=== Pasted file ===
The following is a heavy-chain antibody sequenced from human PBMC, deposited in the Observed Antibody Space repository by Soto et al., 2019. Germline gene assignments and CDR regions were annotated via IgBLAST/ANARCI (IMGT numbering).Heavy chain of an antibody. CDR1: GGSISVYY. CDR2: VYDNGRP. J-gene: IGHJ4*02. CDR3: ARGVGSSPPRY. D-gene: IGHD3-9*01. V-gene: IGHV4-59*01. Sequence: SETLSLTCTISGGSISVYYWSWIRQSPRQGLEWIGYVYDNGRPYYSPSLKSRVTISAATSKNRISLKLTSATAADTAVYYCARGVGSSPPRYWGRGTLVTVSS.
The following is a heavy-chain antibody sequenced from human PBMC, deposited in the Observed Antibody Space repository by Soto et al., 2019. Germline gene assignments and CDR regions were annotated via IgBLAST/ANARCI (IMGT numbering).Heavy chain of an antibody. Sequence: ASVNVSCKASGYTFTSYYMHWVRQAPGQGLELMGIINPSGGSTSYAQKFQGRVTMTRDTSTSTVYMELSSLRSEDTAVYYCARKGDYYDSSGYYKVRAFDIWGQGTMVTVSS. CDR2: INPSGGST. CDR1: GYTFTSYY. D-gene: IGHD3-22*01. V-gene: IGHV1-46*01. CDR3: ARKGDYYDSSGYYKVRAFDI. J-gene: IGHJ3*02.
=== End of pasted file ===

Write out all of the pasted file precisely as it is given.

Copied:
The following is a heavy-chain antibody sequenced from human PBMC, deposited in the Observed Antibody Space repository by Soto et al., 2019. Germline gene assignments and CDR regions were annotated via IgBLAST/ANARCI (IMGT numbering).Heavy chain of an antibody. CDR1: GGSISVYY. CDR2: VYDNGRP. J-gene: IGHJ4*02. CDR3: ARGVGSSPPRY. D-gene: IGHD3-9*01. V-gene: IGHV4-59*01. Sequence: SETLSLTCTISGGSISVYYWSWIRQSPRQGLEWIGYVYDNGRPYYSPSLKSRVTISAATSKNRISLKLTSATAADTAVYYCARGVGSSPPRYWGRGTLVTVSS.
The following is a heavy-chain antibody sequenced from human PBMC, deposited in the Observed Antibody Space repository by Soto et al., 2019. Germline gene assignments and CDR regions were annotated via IgBLAST/ANARCI (IMGT numbering).Heavy chain of an antibody. Sequence: ASVNVSCKASGYTFTSYYMHWVRQAPGQGLELMGIINPSGGSTSYAQKFQGRVTMTRDTSTSTVYMELSSLRSEDTAVYYCARKGDYYDSSGYYKVRAFDIWGQGTMVTVSS. CDR2: INPSGGST. CDR1: GYTFTSYY. D-gene: IGHD3-22*01. V-gene: IGHV1-46*01. CDR3: ARKGDYYDSSGYYKVRAFDI. J-gene: IGHJ3*02.